Views expressed in opinion columns are the author’s own.

One of the occupational hazards of being a college opinion columnist is that, during your undergraduate years, many of your thoughts are liable to be stupid. And while tweets can be deleted and pseudo-intellectual dining hall conversations forgotten, opinion columns persist in the not-too-generous world of the internet.

Because I’m not immune from this malady, my name is attached to some very dumb takes. In The Diamondback’s pages, I’ve suggested that Barack Obama should’ve escalated the American military presence in Syria and compared excessive road salt in Washington, D.C., to 9/11.

[Read more: A libertarian leader can save the GOP from white nationalism]

But there’s one column that stands out as particularly embarrassing. In this piece — which I wrote almost exactly one year ago — I argued the cure for white nationalism in the GOP was a libertarian leader like William F. Buckley.

My argument exhibited a deep misunderstanding of the Republican Party and conservatism as a whole, so I thought it would be useful, on this one-year anniversary of My Worst Column, to roast my own work.

My biggest mistake was to set up libertarianism and white nationalism as opposing and counteracting ideologies. Essentially, I argued that increased libertarian presence in the conservative movement would inhibit the power of white nationalism.

The argument misses the many ways in which libertarianism and white nationalism are complementary — not competing — strains of thought. On one level, they are merely two shades of a broader ideology: conservatism.

Corey Robin, a scholar of conservatism, has an elegant definition of the ideology that connects historical figures like Edmund Burke to contemporary politicians like Sarah Palin and Donald Trump. He believes that conservatism is, in its essence, a defense of hierarchy, an opposition to democratizing and liberating forces and a counter to revolution. Conservatism represents those who feel their power is under threat and want to reassert their influence.

Within this framework, libertarianism and white nationalism represent two sides of the same conservative coin. Libertarians feel threatened by democratizing or socializing forces within the economy. They defend the agency of the capitalist and land owner and demand the subordination of the tenant and wage worker. Similarly, white nationalists fear the assertion of nonwhite power and convince themselves that whites are experiencing great political and social loss.

Buckley was a skilled conservative thinker because he wove together both libertarian and white nationalist grievance. One of his most lasting intellectual creations was the “bootstraps” argument, which opposed anti-racist public policy by arguing that white immigrants were able to come to the United States and “pull themselves up by their bootstraps.”

The bootstraps argument is also frequently wielded against proposals that create a more just economic system, using white folks’ desire to maintain racial hierarchy to serve the interests of wealthy capitalists. In this way, libertarian conservatism and white nationalist conservatism work in tandem to prevent American life from becoming more equitable and democratic.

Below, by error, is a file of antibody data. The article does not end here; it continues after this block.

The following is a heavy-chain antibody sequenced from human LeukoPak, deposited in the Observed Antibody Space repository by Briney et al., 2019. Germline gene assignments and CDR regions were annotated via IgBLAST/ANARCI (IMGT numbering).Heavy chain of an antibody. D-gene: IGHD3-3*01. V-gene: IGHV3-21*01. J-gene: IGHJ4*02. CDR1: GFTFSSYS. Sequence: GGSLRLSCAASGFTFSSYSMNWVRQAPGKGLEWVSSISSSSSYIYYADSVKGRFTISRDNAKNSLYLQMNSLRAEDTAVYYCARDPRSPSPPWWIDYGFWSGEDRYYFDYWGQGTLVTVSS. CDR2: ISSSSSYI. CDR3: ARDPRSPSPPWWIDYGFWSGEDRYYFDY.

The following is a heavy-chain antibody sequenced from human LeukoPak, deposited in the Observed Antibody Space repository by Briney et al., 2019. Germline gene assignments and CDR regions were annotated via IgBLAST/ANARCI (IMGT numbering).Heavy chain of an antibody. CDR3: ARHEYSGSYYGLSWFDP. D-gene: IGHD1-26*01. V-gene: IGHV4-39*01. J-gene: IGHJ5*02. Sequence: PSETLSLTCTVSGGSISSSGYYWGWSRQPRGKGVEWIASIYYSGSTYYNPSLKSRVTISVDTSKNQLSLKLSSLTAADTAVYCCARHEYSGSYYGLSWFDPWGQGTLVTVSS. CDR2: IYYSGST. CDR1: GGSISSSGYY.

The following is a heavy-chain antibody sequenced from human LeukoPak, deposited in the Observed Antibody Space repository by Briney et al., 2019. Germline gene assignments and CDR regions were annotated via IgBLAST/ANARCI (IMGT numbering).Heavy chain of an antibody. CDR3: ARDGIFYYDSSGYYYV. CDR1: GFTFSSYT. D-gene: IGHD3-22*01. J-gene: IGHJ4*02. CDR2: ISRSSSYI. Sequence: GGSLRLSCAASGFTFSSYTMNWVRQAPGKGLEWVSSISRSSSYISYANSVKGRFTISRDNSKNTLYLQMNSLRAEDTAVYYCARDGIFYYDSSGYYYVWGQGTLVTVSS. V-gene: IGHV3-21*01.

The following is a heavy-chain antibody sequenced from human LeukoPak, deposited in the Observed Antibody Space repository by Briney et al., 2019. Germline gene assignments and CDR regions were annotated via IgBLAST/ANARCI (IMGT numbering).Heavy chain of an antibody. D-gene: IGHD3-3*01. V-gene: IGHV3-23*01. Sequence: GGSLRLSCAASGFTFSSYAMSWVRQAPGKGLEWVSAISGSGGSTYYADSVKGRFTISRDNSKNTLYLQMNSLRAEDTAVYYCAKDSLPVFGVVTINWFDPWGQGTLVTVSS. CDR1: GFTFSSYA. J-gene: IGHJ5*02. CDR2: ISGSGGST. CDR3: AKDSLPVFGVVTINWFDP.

Libertarians have a history of deplorable racial politics. Former congressman and perennial presidential candidate Ron Paul frequently published newsletters with racist content. One article suggested that 95 percent of black males in Washington, D.C. were “semi-criminal or entirely criminal.” His son, Rand, has often flip-flopped on whether he supports the Civil Rights Act of 1964.

In recent years, former self-described libertarians like Gavin McInnes, Chris Cantwell and Richard Spencer have become prominent members of the alt-right, suggesting the existence of a “libertarian to alt-right pipeline.”

[Read more: More white nationalist posters found in University of Maryland building]

Perhaps this isn’t surprising. Libertarianism, after all, is largely based on the premise that everyone rationally advances their self-interest. People who are attracted to this may also fall prey to ideologies — like white nationalism — in which groups or tribes ruthlessly serve their collective interests.

Libertarians will surely balk at this argument. Self-interest isn’t the same as collective interest, and I’m not claiming that libertarians will inevitably become nationalists. I’m merely arguing that white nationalism is an easier destination for libertarians than other philosophical traditions.

As Robin has noted, libertarianism is infected with the Nietzschean valorization of the will, the domination of obstacles, the celebration of personal ambition. Those impulses — uninterrupted by notions of love or mutual care or social obligation — aren’t unfriendly to nationalism.

So the best way to eradicate white nationalism isn’t to endorse another conservative, hierarchical ideology. The best enemy of the atrocious is the good, not the slightly-less-atrocious. White nationalism should be met with a broad, multiracial, social democratic coalition that opposes unjust hierarchies and the ideologies that defend them.

Max Foley-Keene, opinion editor, is a rising junior government and politics major. He can be reached at